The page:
The planet’s biodiversity is declining at a fast rate with the apparel industry being one of the most significant contributors to this loss. Indeed, global apparel companies have been launching myriad initiatives to become carbon neutral. However, measuring the impact of their operations on the environment requires multiple metrics and indicators. McKinsey & Company has made a deep study of the effect of each apparel value chain on Earth’s biodiversity and identified some of the largest contributors to its loss. These include:
High use of insecticides and pesticide in cotton farming: Although grown on only 2.4 per cent of global cropland, cotton accounts for 22.5 per cent of the world’s insecticide and pesticide use. It is also a water-intensive crop with around 713 gallons (2,700 liters) of water needed to produce one T-shirt.
Unethical sourcing of wood-based fibers: Around 30 per cent of man-made cellulose fibers (MMCFs) are obtained from endangered plantations. The water and soil pollution from chemicals used in the plantation of these forests results in habitat loss and endangering of species.
Exploiting fresh water resources: Textile dyeing and treatment, which overexploit freshwater resources and contaminate waterways, accounts for approximately 25 percent of industrial water pollution. The European Union classifies around 165 of the 1,900 chemicals used in clothing production as being hazardous to the health or the environment.
Contamination with microfibers: The report states on an average of 700,000 fibers are released in a standard laundry load, what’s more7 and half a million tons of microfibers (which are a type of microplastic) flow on the oceans every year. An estimated 35 percent of primary microplastics in the world’s oceans originate from the washing of synthetic textiles. Toxic chemicals in synthetic microfibers poison marine wildlife
Unmanaged waste: Around 12 per cent of textile waste is broken down into its component materials, and less than one per cent is closed loop recycled. Nearly three-fourths—73 per cent—of textile waste is incinerated or ends up in landfills, which release pollutants into their surroundings and contribute to habitat loss. Anywhere from 30 to 300 species per hectare may be lost during the development of just one landfill site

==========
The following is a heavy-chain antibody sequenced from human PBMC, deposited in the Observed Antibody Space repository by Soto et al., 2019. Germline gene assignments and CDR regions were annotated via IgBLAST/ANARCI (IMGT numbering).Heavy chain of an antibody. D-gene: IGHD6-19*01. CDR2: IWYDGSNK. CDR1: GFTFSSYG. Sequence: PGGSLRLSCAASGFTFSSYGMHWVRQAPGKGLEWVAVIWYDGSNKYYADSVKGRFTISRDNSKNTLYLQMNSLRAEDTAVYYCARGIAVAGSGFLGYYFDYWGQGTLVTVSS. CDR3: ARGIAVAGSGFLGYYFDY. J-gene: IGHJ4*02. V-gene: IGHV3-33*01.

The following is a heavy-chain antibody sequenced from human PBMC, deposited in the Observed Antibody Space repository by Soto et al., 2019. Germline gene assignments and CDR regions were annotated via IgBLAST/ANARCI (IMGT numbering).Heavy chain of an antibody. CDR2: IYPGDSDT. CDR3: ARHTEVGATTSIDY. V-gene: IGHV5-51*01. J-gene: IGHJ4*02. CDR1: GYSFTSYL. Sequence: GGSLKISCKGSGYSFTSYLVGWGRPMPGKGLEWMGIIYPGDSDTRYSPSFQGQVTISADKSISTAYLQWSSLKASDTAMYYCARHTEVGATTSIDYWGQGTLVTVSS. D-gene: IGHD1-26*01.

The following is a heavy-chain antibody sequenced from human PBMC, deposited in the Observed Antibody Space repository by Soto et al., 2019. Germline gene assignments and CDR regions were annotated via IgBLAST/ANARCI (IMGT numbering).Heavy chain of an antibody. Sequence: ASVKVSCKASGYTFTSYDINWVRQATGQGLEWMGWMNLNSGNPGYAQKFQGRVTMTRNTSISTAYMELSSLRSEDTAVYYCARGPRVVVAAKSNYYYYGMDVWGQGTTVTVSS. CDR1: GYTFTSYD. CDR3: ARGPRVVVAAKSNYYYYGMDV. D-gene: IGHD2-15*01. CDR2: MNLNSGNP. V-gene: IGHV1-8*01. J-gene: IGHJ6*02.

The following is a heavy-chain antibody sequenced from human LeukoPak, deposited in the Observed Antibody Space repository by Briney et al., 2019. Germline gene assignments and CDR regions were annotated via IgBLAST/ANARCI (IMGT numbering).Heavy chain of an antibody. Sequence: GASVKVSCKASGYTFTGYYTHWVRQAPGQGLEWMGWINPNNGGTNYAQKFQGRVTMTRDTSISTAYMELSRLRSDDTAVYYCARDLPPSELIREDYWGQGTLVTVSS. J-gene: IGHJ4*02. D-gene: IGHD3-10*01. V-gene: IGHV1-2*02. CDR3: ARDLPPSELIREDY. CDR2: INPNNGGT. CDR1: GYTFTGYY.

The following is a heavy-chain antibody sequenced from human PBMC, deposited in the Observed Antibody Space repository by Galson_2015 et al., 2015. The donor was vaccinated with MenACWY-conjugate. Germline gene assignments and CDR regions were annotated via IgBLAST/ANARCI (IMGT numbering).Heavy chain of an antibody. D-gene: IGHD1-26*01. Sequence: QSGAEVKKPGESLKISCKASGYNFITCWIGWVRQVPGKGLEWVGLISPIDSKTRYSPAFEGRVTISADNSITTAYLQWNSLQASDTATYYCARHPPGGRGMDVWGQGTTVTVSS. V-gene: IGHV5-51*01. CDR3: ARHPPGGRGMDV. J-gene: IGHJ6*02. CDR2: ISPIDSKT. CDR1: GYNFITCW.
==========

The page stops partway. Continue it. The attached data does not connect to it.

To mitigate these risks, apparel companies can adopt the following strategies:
Make materials more sustainable: Each of the materials used in the industry can be made more sustainable with new innovations and investments.
Support multiple production systems: The industry can optimize the environmental footprint of global cotton production by supporting multiple production systems. It can also develop low-impact alternatives to conventional fibers.
Tougher stance against waterway pollution: Waterway pollution from textile dyeing and processing requires a tougher stance from apparel brands. For this, brands can engage with suppliers to establish basic certification standards at scale. Suppliers should also comply with Zero Discharge of Hazardous Chemicals, Manufacturing Restricted Substances List (ZDHC MRSL), and Wastewater Guidelines, which regulate the use of hazardous chemicals and wastewater discharge.
Brands and suppliers can pursue high-tech options like moving from wet processing to waterless dyeing, which uses supercritical carbon dioxide, or to digital printing, which reduces water and chemical dependency. They can retrofit microfiber filters into their washing machines can help consumers prevent microfibers from entering waterways.
Make behavioral changes: Brands can minimize biodiversity loss by making simple behavioral adjustments and consumption choices like changing their washing-machine settings from delicate to cold express cycles.
They can also incentivize behavioral change by offering small vouchers in exchange for used clothing. The industry can provide viable business models for repair and reuse like Patagonia did in 2019, when its Worn Wear Program repaired more than 40,000 pieces of clothing.
Manage biodiversity like value creation. Brands can also manage biodiversity like financial performance by committing to new biodiversity science-based targets. They can team up with other apparel companies to invest in scaling and industrializing emerging, low-impact technologies and substitutes for nonsynthetic fibers.
Post COVID-19, biodiversity is likely to become an even greater concern for consumers and investors. Apparel industry should make bold moves to tackle it.